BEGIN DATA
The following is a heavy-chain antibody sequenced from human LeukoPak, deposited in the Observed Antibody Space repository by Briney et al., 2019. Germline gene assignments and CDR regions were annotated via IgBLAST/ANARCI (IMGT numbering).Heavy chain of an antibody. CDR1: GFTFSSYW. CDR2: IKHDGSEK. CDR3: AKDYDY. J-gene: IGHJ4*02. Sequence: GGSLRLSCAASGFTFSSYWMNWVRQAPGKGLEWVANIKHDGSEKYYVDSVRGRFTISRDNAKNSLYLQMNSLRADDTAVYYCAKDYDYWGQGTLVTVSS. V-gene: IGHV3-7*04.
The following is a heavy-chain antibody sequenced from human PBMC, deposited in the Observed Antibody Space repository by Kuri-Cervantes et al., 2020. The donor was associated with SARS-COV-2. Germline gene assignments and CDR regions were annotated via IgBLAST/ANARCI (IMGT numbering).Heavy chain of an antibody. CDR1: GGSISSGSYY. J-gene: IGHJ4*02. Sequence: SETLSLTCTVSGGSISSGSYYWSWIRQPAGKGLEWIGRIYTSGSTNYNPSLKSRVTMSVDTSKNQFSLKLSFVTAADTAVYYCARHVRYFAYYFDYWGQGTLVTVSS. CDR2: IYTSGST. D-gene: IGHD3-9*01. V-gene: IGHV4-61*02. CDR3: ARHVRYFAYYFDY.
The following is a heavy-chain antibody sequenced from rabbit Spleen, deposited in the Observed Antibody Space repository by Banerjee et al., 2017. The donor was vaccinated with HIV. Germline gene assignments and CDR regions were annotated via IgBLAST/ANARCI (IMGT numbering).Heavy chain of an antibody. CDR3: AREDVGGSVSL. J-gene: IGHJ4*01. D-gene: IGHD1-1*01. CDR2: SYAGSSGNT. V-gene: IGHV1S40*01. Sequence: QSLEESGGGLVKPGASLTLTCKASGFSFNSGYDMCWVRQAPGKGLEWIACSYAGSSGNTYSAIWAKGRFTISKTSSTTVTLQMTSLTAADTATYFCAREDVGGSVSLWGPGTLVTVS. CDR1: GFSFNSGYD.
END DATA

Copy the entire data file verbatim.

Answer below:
The following is a heavy-chain antibody sequenced from human LeukoPak, deposited in the Observed Antibody Space repository by Briney et al., 2019. Germline gene assignments and CDR regions were annotated via IgBLAST/ANARCI (IMGT numbering).Heavy chain of an antibody. CDR1: GFTFSSYW. CDR2: IKHDGSEK. CDR3: AKDYDY. J-gene: IGHJ4*02. Sequence: GGSLRLSCAASGFTFSSYWMNWVRQAPGKGLEWVANIKHDGSEKYYVDSVRGRFTISRDNAKNSLYLQMNSLRADDTAVYYCAKDYDYWGQGTLVTVSS. V-gene: IGHV3-7*04.
The following is a heavy-chain antibody sequenced from human PBMC, deposited in the Observed Antibody Space repository by Kuri-Cervantes et al., 2020. The donor was associated with SARS-COV-2. Germline gene assignments and CDR regions were annotated via IgBLAST/ANARCI (IMGT numbering).Heavy chain of an antibody. CDR1: GGSISSGSYY. J-gene: IGHJ4*02. Sequence: SETLSLTCTVSGGSISSGSYYWSWIRQPAGKGLEWIGRIYTSGSTNYNPSLKSRVTMSVDTSKNQFSLKLSFVTAADTAVYYCARHVRYFAYYFDYWGQGTLVTVSS. CDR2: IYTSGST. D-gene: IGHD3-9*01. V-gene: IGHV4-61*02. CDR3: ARHVRYFAYYFDY.
The following is a heavy-chain antibody sequenced from rabbit Spleen, deposited in the Observed Antibody Space repository by Banerjee et al., 2017. The donor was vaccinated with HIV. Germline gene assignments and CDR regions were annotated via IgBLAST/ANARCI (IMGT numbering).Heavy chain of an antibody. CDR3: AREDVGGSVSL. J-gene: IGHJ4*01. D-gene: IGHD1-1*01. CDR2: SYAGSSGNT. V-gene: IGHV1S40*01. Sequence: QSLEESGGGLVKPGASLTLTCKASGFSFNSGYDMCWVRQAPGKGLEWIACSYAGSSGNTYSAIWAKGRFTISKTSSTTVTLQMTSLTAADTATYFCAREDVGGSVSLWGPGTLVTVS. CDR1: GFSFNSGYD.